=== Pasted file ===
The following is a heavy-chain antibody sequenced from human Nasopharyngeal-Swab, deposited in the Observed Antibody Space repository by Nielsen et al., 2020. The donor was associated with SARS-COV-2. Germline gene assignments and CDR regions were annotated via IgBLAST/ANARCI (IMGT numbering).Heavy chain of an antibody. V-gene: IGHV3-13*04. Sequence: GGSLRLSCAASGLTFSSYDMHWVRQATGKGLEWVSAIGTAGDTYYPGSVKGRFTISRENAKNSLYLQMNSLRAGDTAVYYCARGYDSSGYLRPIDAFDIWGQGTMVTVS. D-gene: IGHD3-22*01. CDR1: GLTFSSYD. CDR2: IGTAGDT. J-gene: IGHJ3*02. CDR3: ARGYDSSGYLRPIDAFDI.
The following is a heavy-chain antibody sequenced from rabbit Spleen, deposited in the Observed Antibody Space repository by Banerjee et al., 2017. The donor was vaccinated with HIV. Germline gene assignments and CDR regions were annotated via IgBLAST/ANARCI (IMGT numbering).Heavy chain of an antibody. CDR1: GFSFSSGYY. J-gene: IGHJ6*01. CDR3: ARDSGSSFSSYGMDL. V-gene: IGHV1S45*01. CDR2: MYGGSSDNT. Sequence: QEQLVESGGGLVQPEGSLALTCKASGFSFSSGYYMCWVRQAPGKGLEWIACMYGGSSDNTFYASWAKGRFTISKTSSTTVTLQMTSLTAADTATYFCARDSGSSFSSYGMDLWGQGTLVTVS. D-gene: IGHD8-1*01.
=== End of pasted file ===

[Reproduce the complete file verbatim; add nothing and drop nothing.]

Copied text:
The following is a heavy-chain antibody sequenced from human Nasopharyngeal-Swab, deposited in the Observed Antibody Space repository by Nielsen et al., 2020. The donor was associated with SARS-COV-2. Germline gene assignments and CDR regions were annotated via IgBLAST/ANARCI (IMGT numbering).Heavy chain of an antibody. V-gene: IGHV3-13*04. Sequence: GGSLRLSCAASGLTFSSYDMHWVRQATGKGLEWVSAIGTAGDTYYPGSVKGRFTISRENAKNSLYLQMNSLRAGDTAVYYCARGYDSSGYLRPIDAFDIWGQGTMVTVS. D-gene: IGHD3-22*01. CDR1: GLTFSSYD. CDR2: IGTAGDT. J-gene: IGHJ3*02. CDR3: ARGYDSSGYLRPIDAFDI.
The following is a heavy-chain antibody sequenced from rabbit Spleen, deposited in the Observed Antibody Space repository by Banerjee et al., 2017. The donor was vaccinated with HIV. Germline gene assignments and CDR regions were annotated via IgBLAST/ANARCI (IMGT numbering).Heavy chain of an antibody. CDR1: GFSFSSGYY. J-gene: IGHJ6*01. CDR3: ARDSGSSFSSYGMDL. V-gene: IGHV1S45*01. CDR2: MYGGSSDNT. Sequence: QEQLVESGGGLVQPEGSLALTCKASGFSFSSGYYMCWVRQAPGKGLEWIACMYGGSSDNTFYASWAKGRFTISKTSSTTVTLQMTSLTAADTATYFCARDSGSSFSSYGMDLWGQGTLVTVS. D-gene: IGHD8-1*01.